Author(s)Pitfield, Doreen Jennie
Medical care -- Sociological aspects
Medical ethics -- Sociological aspects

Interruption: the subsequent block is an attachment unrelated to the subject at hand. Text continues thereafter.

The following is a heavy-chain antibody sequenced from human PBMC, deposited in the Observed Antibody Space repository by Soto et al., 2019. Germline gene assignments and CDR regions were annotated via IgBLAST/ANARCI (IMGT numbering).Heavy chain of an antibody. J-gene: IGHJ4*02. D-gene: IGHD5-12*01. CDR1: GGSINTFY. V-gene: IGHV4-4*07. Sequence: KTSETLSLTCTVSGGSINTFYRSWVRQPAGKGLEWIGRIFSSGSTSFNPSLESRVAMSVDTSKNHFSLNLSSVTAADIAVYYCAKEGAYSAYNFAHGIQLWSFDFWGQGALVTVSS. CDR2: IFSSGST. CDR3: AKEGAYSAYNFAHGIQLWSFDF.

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AbstractThis thesis explores the historical roots of scientific medicine in an effort to highlight the lack of humanist intersubjectivity within the contemporary medical model. The study notes that contemporary medicine is overtly scientific and that its scientific framework is upheld and furthered by a medical model which draws legitimation from the irrefutability of what is referred to variously within this work, as its scientific "regime". It is shown that in terms of the humanist tradition people, not science, constitute the epicentre of meaningful experiential participation in the defining of human social reality. This, it is argued, implies a radically different ontology from other sociological perspectives on medicine. The thesis suggests that the contemporary medical model loses sight of the patient's ability to cognitively participate in the defining of illness, diagnosis and treatment in terms of his/her experience thereof , and argues that contemporary medicine, by advancing the idea that it alone has the correct and only answer to such problems, has led to a situation which promotes an overmedicalisation of society . The study gives an indication of the way in which this overmedicalisation has led to areas of human life becoming conceived of only in relation to medical expertise. In this respect it is noted that medicine has so successfully infiltrated the human consciousness (involving areas as diverse as childbirth, genetic engineering, transplant surgery and death), that decisions on health are invariably taken from a foundation of scientific legitimation which seems to exclude the patient as subject. It is argued that this way of making decisions reinforces the requirement for a scientific medical model which as it negates the human element insidiously amplifies its power over human life; thereby devaluing the very people it seeks to serve. The thesis suggests that in terms of a humanist reading of the Oath of Hippocrates, medical decisions can only be taken within a framework of experiential involvement which includes both medical expertise and lay understanding. It is indicated that when this happens, social reality functions in terms of a symbolic participation which fosters a commitment to equalise the conditions of human existence, and promotes a dialogical negotiatory process which is both intersubjectively and ongoingly produced.